Each week, the Identity Theft Resource Center works with some of the top industry experts to provide consumers with updates about threats to their personal data.

The Better Business Bureau leads the way by publishing a recurring and continually updated list of scams, fraud attempts, and other threats each day in its Scam Tracker.It’s worth noting that IRS Imposter Scams are still topping the list of reports to the BBB, and that isn’t likely to change until well after tax season. In the meantime, take a look at some of their other recent top scams or fraud attempts.

#1 – Secret Shopper Scam

Mystery shopping has been among the top scams for a long time, and it keeps working because there are actually legitimate mystery shopping companies out there. The way to tell a scam from the real thing, though, comes down to whether or not you have to pay any money to sign up, receive lists of stores, or set up your own mystery shopping jobs.

But there’s a new take on it, and it combines the work-from-home scam with a money laundering scam. In the version reported this week, the victim was paid with a personal check and told that the shopping job involved depositing the check into her bank account, keeping $500 for completing the job, then wiring the remaining $1600 to another person via Moneygram.

If the victim had followed through, the original personal check would have bounced and the $1600 money wire would have been taken out of the victim’s bank account.

There is no legitimate reason why you should ever receive a check and then turn around and send a portion of those funds to someone else. It is a known front for criminal activity and financial fraud.

#2 – Bad Check Scam

This scam plays upon your fears of criminal action after informing you that you’ve broken the law. The victim received a letter that appeared to be official, informing him that he had bounced two checks. It went on to say that there were now bad check charges filed against him, and if he did not pay the amount of the checks plus his court fees, he would be arrested.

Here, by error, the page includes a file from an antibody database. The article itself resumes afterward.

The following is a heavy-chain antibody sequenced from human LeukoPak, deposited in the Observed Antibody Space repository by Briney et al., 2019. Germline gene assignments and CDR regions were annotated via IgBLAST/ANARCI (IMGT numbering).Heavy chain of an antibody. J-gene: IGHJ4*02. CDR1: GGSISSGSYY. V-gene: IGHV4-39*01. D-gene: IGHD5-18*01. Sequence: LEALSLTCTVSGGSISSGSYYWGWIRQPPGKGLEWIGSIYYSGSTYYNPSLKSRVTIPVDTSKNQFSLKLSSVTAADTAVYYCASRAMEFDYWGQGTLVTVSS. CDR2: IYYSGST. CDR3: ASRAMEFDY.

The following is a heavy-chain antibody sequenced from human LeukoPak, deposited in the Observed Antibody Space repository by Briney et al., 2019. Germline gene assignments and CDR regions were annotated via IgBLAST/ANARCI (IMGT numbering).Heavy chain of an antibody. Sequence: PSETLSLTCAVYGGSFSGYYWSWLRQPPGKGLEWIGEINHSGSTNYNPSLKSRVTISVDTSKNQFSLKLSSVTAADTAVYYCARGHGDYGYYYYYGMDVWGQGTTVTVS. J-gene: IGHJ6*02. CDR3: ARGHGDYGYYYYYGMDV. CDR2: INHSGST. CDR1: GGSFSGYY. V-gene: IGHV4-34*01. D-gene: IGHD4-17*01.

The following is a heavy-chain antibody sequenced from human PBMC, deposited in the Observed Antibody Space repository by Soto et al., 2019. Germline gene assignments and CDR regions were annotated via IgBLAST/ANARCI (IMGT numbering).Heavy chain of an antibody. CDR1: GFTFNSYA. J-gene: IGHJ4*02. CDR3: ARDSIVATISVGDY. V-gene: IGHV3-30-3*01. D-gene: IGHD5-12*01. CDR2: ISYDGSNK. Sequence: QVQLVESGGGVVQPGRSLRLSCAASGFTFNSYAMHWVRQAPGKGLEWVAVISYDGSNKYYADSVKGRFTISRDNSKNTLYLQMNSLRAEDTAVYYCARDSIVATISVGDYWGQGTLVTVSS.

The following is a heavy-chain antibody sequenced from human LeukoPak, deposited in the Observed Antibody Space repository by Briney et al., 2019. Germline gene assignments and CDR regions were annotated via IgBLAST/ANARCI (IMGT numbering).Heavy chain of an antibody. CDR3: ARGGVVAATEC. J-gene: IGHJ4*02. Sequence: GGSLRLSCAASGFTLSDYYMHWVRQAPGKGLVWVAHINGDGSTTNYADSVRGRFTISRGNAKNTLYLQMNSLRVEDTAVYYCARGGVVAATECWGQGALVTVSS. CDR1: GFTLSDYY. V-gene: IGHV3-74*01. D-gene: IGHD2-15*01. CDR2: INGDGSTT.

Here’s the catch: the letter stated that the only way to pay the fine was with a certified check. The victim couldn’t transfer money from his savings account to cover the checks, for example, or go down to the police station and pay in cash.

Whenever you’re given only one payment option—and it’s an untraceable method, like prepaid debit cards or money wires—that should cause you to think twice. A quick phone call to your bank will let you know if you’re the target of a scam or not.

#3 – Ransomware Scam

Ransomware is a form of cyberattack that can affect anything from a Fortune 500 company’s network to the smartphone in your pocket. There are a variety of different ways that your technology could have become infected, but the end result is still that a scammer is holding your device or computer for “ransom.”

It happens when you’ve accidentally installed some malicious software. A box or screen appears that tells you your computer is infected, and nothing you do seems to fix it. If you call the phone number or go to the website to fix it, you’re told to pay a fee to “clean” your system. Sometimes these messages seem to come from a legitimate source, like Microsoft informing you that your network is compromised and they can repair it; other versions have been far more sinister, as in a hacker actually stating he was responsible for this and will only remove it if you pay up.

The most important thing to do is never give in to the demand. If you cannot unlock your system yourself, take it to a computer repair office and see what can be done. Turning over your credit card number to a scammer in order to remove the issue only gives them your financial information, and may not even remove the problem.

For the rest of this week’s top scams, visit the Better Business Bureau’s Scam Tracker site or the ITRC website under the Current Scams & Alerts section. Be sure to share this information with others so they can stay informed and protect themselves.

Anyone can be a victim of identity theft, anyone can use our services and anyone can help us help others. If you found this information useful, please consider donating to the Identity Theft Resource Center to help us keep our services free to the public.